Along with most other Americans, Alaskans moved to Daylight Savings Time on Sunday. The shift came a month earlier than last year, a change estimated to save energy consumption across the United States by up to 1 percent and reduce carbon emissions.

Sun rises over Alaska
Arctic Sunrise — 1950
NOAA Photo Library

But there are reasons to doubt this savings will really happen in Alaska. When you live this far north along the 150th Meridian — the longitudinal line that passes over most of the state’s population — springing forward one hour on March 11 almost certainly conserves neither energy nor daylight.

Consider that Alaska already shifted off normal standard time in 1983 when the state consolidated three of its four time zones. Solar noon — when the sun is directly overhead — now comes at 1 p.m. in Anchorage and Fairbanks.


Alaska Daylight Time scoots that moment even later in the day, creating the ludicrous situation where the middle of the solar day falls in the middle of the human afternoon.

Combine this shift with the typical March climate of frigid mornings and clear skies, and you have thousands of people burning much more energy much earlier in the day. It’s as though Alaskans rolled back the date three weeks so they could experience an extra month of winter.

On March 11, under Alaska Daylight Time, effective daylight spread over the Chugach Mountains east of Anchorage just before 8 a.m., with official sunrise coming about 8:29 a.m. The last date we saw sunrise so late in the day was Feb. 20. And it will be another three weeks before we catch up.

On Monday morning, when most people get up for work and begin firing up their furnaces, brewing coffee, switching on lights, it will be dark an hour longer. This is Anchorage’s coldest hour: Minus 6 in my backyard on Sunday morning. The temperature doesn’t typically rise until the sun hits the streets.

This “double daylight” time hits the western part of the state with even more absurdity. Solar noon comes about 3 p.m. in Nome under daylight time, for instance. On March 11, daylight time brought effective daylight to the finish of the Iditarod Trail Sled Dog Race about 8:40 a.m. — instead of 7:40 a.m. — with sunrise coming about 9:30 a.m.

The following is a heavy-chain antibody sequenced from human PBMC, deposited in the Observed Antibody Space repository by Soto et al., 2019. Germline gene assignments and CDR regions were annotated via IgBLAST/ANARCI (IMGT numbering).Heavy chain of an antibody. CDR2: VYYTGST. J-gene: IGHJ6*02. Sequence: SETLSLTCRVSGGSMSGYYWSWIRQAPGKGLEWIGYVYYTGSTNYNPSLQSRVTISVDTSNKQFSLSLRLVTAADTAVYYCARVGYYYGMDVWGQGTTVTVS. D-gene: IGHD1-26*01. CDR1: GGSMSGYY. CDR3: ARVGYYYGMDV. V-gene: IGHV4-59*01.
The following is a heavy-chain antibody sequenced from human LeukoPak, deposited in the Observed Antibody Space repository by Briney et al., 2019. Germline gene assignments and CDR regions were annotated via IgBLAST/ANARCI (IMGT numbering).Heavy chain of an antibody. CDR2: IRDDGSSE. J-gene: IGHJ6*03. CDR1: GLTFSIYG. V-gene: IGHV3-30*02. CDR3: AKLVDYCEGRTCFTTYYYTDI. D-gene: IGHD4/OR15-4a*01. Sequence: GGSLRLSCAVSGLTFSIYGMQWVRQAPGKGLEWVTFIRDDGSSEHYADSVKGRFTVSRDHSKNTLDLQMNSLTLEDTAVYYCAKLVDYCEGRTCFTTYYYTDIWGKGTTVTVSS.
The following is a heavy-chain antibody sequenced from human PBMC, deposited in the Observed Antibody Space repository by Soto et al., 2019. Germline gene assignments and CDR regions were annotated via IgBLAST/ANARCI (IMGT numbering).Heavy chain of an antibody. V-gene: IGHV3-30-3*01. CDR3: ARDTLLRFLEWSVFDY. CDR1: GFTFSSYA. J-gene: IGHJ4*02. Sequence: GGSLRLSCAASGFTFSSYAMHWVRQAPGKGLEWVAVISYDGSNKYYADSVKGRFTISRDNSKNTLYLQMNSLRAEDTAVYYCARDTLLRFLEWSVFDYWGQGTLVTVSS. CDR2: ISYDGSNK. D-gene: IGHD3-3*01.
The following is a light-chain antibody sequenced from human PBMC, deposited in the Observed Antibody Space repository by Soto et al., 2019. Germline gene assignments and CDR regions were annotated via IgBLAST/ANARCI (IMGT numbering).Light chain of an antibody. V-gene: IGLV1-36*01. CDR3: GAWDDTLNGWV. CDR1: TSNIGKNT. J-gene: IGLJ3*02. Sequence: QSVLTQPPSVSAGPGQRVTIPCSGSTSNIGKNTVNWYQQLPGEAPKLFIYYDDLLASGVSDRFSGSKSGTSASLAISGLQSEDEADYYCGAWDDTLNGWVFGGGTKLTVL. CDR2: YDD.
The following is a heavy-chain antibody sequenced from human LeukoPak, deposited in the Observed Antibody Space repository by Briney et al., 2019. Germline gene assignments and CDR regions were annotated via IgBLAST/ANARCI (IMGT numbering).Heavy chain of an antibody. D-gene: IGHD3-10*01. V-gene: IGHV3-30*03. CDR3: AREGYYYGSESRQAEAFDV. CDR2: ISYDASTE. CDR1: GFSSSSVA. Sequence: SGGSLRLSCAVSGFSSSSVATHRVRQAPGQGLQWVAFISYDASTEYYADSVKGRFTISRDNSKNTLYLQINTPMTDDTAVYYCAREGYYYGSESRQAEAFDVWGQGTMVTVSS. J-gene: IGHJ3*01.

Of course, any gain in daylight from shoving Alaskans’ daily schedule two hours off local noon becomes truly bizarre once we hit May and July. For the next couple months, we will gain five to six minutes of daylight every day, regardless of any Congressional tinkering with the clock. As all Alaskans know, and few people in the Lower 48 states realize, it never grows dark here between mid-May and mid-July, with the orange-red glow of sunset spinning from northwest to northeast, where it morphs into sunrise.

You might argue that Alaska should just go along without complaint, since the greater good may be served in the Lower 48 states, home to about 600 times the population. But a detailed statistical analysis published by the University of California Energy Institute suggests that net energy savings may be elusive, even down south.

A study of what happened in Victoria Australia when it switched to daylight time two months early for the 2000 Olympics found energy use surged so much during darker mornings that it swamped any savings earned from reduced energy use in the evening.

“We show that, while extending DST does reduce electricity consumption in the evening, the increased demand in the morning cancels this benefit out,” concluded Ryan Kellogg and Hendrik Wolff in Does Extending Daylight Saving Time Save Energy? Evidence From an Australian Experiment.

Using detailed panel data on half-hourly electricity consumption, prices, and weather conditions, we show that the extension failed to reduce electricity demand. We further examine prior DST studies and find that the most sophisticated simulation model available in the literature significantly overstates electricity savings when it is applied to the Australian data. These results suggest that current plans and proposals to extend DST will fail to conserve energy.

That possibility caught the attention of Adrienne Kandel with the California Energy Commission. In Electricity Savings from Early Daylight Savings Time, Kandel estimates that Californians will shave 2 percent to 5 percent off the evening peak load. But most of that savings will be eaten by a rise in morning use.

The net effect is small and uncertain: a best guess of total net energy savings is on the order of one percent, but savings could just as well be zero. Moreover, our statistical analysis leaves us with one chance in four there could be a very small increase in electricity use.